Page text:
The heat from the home, still moves into the walls, fine, not so much of it actually passes through the wall to the sky outside, but a considerable amount moves into the wall and then down into the ground and up into the sky by conduction.
    Heat moving into a solid doesn’t just move through it in a straight line, it moves in all directions.

    Has the proposal been based entirely on convenience, making it cheaper and easier for the installers? Perhaps less disruption for the household? Has the overall saving in energy been pushed to one side, to pander to the power companies?

  3. I am still struggling to get a true picture of the Government’s capitulation to the utilities (in a failed effort to counter Milliband’s “price freeze” promise). The £50 saving “won” is not an annual saving and currently it will only affect Variable Rate Tariffs…
    I had understood that ECO was cut by around 33% per year, but this budget level was extended for a further 2 years. Arguably this would increase the spend overall, albeit at a lower annual rate.
    The expensive measures (such as External Wall Insulation) will be most hit as is shown by the cries of woe from those affected by cancelled EWI schemes.
    So much for the expected extra 60,000 green jobs and the bizarre suggestion that Green Deal/Eco would see the “biggest burst of construction acitivy since the Second World War”.
    The 1.6 uplift on all work done by March 31st was a wonderful example of this lot (our illustrious Coalition Government) being completely blind-sided by the utilities. The latter hardly needed this incentive; 4 out of the 6 big suppliers were nearly there anyway! All this means is that their targets are reduced unnecessarily and even less homes will be improved. A great way to counter the cost of living problem for the fuel poor….
    On a technical point cavity wall insulation with foam pretty well expired in the 1980s. Most installations now are with mineral fibre materials, or with expanded polystyrene beads.
    Don’t you love living under The Greenest Government Ever.

  4. We work in an industry which provides a steady stream of work for installers under ECO, right across the UK. Our core business was being a ‘middle man’ in essence, users could check what grants they may qualify for and have local companies on our network contact them to arrange the necessary works.

    However, over recent months, in particular the start of January, we’ve had Green Deal Installers dropping off our network like flies. Simply put, there is no funding available. We’ve got huge demand from the public, but there is just no installers out there with the necessary funding…. and, whatever funding there is, is being paid out at an unserviceable rate.

    CSCO – Well, there just isn’t enough work out there. Drizzles of CSCO Cavity Wall insulation/Loft insulation comes through, but it’s just been hit too hard.

    CERO – As mentioned above, EWI cuts have effected the rates in which we working at. There are hardly any ‘true’ three storey buildings and narrow cavities are hard to find, never mind hard to treat.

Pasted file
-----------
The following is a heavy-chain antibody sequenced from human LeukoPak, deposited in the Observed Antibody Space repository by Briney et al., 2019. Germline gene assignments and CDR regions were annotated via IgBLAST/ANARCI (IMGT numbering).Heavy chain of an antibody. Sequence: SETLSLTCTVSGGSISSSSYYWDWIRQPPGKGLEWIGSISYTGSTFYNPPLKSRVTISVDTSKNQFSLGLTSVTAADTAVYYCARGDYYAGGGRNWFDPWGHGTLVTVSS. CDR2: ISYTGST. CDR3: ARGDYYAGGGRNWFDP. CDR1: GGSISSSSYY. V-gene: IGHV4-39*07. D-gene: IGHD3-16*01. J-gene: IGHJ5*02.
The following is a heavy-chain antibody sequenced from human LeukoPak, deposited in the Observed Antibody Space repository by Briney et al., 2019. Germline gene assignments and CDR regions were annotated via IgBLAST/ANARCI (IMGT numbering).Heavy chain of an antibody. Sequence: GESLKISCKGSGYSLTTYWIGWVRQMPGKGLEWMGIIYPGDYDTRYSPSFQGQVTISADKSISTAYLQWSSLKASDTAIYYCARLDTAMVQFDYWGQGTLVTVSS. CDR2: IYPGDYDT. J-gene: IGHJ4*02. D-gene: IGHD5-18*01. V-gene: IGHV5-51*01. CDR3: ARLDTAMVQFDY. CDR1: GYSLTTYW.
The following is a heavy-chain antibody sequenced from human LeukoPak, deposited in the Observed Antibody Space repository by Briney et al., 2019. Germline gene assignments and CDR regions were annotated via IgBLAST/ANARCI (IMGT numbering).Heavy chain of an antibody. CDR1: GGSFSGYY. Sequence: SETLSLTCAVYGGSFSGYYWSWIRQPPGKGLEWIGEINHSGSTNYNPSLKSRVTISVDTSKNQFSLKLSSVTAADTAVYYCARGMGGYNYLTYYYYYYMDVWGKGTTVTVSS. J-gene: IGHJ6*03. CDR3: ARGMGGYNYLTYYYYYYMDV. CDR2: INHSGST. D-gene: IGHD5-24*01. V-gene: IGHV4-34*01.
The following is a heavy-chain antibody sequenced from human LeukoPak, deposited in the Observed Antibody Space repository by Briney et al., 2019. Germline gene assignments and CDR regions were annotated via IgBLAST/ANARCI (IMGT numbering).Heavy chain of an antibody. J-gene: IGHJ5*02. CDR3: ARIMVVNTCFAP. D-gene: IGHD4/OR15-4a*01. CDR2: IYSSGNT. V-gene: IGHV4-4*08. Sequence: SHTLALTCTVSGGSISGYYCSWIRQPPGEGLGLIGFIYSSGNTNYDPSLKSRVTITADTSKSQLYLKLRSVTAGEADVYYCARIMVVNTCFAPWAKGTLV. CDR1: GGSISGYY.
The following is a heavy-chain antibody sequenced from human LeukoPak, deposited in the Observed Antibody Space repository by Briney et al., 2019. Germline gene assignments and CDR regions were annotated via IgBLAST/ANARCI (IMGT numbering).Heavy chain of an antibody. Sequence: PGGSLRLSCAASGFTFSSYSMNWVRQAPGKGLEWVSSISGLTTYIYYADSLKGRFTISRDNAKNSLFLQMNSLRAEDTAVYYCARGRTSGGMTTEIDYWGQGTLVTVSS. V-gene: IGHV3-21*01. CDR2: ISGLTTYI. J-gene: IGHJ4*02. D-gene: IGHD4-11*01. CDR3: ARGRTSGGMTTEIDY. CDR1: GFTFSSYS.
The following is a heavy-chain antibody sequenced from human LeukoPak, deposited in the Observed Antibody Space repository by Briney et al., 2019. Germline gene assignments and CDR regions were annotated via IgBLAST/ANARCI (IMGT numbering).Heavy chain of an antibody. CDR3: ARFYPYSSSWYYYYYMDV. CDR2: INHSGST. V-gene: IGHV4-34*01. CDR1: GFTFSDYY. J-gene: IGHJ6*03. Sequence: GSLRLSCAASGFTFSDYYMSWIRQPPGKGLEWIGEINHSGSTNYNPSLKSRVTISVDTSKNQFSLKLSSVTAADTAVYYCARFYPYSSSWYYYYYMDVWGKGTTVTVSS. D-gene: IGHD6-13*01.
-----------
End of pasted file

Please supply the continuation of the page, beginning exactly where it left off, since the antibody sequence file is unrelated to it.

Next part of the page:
HHCRO – My body shudders with the sound of that word. It has been, to put it nicely, ambushed. The demand for replacement boilers is so high, and the HHCRO funding (whatever is left of it) is being paid out to installers as little as 7p! The result, companies will be trying to pull down the ratings on EPC’s in order to get the carbon score higher. So, we’ve now got a shed load of inaccurate EPC’s on the register to deal with.

    As we approach the new financial year, it will be interesting to see what the Gov does to improve this sector. Boiler installers under ECO are shutting up shop left, right and centre. There needs to be a plan, and they need to implement it soon.

    What a farce.

    For those interested in our sites, as a token;
    http://www.boilergrants.org.uk
    http://www.insulation-grants.org.uk

    We’re looking in to developing more networks now due to the downfall in ECO, focussing mainly on renewables. Solar, heat pumps etc.

    Let’s keep our heads high, and try to think positive about what lies ahead for the Green Industry.

    Sam

  5. It’s not even just the demise of ECO, Alan. There is a cultural hegemony which opposes EWI. The vast majority of pre WWII terraces, semis and detached are solid wall with red bricks, or some other colour (e.g. Cambridge). We know, to have a chance of the housing sector making a reasonable contribution to 2050 C02 targets, we have to tackle these. We also know deep retrofits work, and a key part of this is expensive EWI.

    But attached to these houses is a culturally imposed ‘heritage’ value. As if we need to preserve the whole country in aspic, like one huge City of Bath – Oh England founder of the Industrial Revolution, the modern age, houses for workers.

    For example this from Stoke CC:

    It (EWI) also contains guidance on the position of the Local Planning Authority in terms of striking the right balance between protecting heritage of the City whilst delivering improved energy efficiency for the existing housing stock.

    and…

    the Local Planning Authority will have to strike a balance on the affect that EWI would have on the character of the houses, the wider streetscene and the heritage character of Stoke-on-Trent as the majority of EWI proposals are for terraced properties, many of which have heritage architectural features

    Similar statements are to be found from many LPDs. The requirement to use similar materials, and in some cases to use Internal insulation to preserve heritage features is a massive burden for the industry, and householders. As a nation we are obsessed with conformity and homogeneity. Walk down German streets, and see different houses; in England see rows of the same terraces, bungalows, semis and the like. Until we demand a greater role for function over form (and in this case the function is to preserve the planet’s ecosystem, deliver warmer healthier homes and take people out of fuel poverty and improve energy resilience and security), instead of someone else’s definition of heritage or aesthetic we will not win the revolution which will change our housing stock from one of the worst in Europe to something we deserve.